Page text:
After 27 years at the club, Milan vice-president Adriano Galliani has confirmed that he will resign from his position in the coming weeks. Following on from Barbara Berlusconi's declaration of her new vision for a modernised structure at the club, the strained relationship has resulted in an unsavoury parting of ways.
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In recent weeks, 'Lady B' has insisted that the Rossoneri must evolve and adopt a new business philosophy, one which would have to sacrifice Galliani despite her claims to the contrary.
Poor results on the pitch have led to criticism off it, and while that is perhaps fair considering the overall quality of the current squad, it is vital not to forget the level of success the club has enjoyed since Galliani arrived to help lead the Berlusconi era.
Nevertheless, it is accepted that the club is ready to embark on a new direction that will come with its risks as well as exciting new benefits.
"I will resign with good reason in a few days. Maybe I will wait until after the game against Ajax," Galliani told reporters on Friday. "My reputation has been damaged and I will go with or without a severance package. A generational change is fine, I understand that, but not like this. A bit more elegance was needed."
Considering Galliani's record and his bulging book of contacts, his departure is undoubtedly a huge blow for the club. His work in the transfer market and the commercial sector has been integral for the Rossoneri over the past three decades, and he is arguably irreplaceable in that respect.
However, two years ago Milan had a clear vision for their long-term future. Agreed upon by all those within the hierarchy and given the financial health of the club, the plan would be to invest in young talents for the future and build a squad capable of challenging for years to come.
That vision was partly neglected this past summer, as was the requirement to strengthen in both defence and midfield. As a result, Milan find themselves adrift of a top-three finish and are staring at the very real prospect of missing out on Champions League football next season.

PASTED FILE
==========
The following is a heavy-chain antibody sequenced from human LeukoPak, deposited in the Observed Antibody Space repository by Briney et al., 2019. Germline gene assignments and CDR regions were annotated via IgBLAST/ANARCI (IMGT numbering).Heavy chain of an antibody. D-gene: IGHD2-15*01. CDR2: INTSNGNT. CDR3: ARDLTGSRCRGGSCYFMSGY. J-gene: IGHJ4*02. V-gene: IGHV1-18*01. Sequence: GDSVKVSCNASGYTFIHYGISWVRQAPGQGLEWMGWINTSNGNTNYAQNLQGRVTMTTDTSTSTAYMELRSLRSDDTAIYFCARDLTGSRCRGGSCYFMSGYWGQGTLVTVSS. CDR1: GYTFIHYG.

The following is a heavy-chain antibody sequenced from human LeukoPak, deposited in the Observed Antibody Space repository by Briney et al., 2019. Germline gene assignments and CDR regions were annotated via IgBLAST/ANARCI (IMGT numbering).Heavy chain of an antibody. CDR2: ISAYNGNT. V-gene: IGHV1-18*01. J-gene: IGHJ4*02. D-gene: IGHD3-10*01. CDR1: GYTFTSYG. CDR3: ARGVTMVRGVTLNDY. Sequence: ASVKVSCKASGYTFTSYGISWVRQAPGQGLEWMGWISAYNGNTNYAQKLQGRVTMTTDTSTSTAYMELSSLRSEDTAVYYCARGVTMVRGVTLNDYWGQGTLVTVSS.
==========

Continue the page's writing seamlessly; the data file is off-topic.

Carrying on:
Granted, the blame can't solely be attributed to Galliani, but there are suggestions that the standard of his work in the transfer market has slowly declined in recent times. In mitigation, it has coincided with the club's financial restrictions.
Galliani has been an integral part of Milan's evolution over the past 27 years, but Barbara Berlusconi ultimately feels the time is right to hand the responsibility over to a new-look set-up. Having studied the European landscape for over two years since her arrival as a director, she is arguably in a good position to judge the path of the club moving forward.
Nevertheless, the manner in which Galliani will leave is perhaps the most disappointing aspect of the situation. Rather than leave with a successor gradually receiving increased responsibility, he has ultimately been forced out of the club that he undoubtedly loves.
While Milan fans should be thankful for his contribution over the years, it is perhaps the right time to welcome in a new era at the club with Barbara Berlusconi leading the way.
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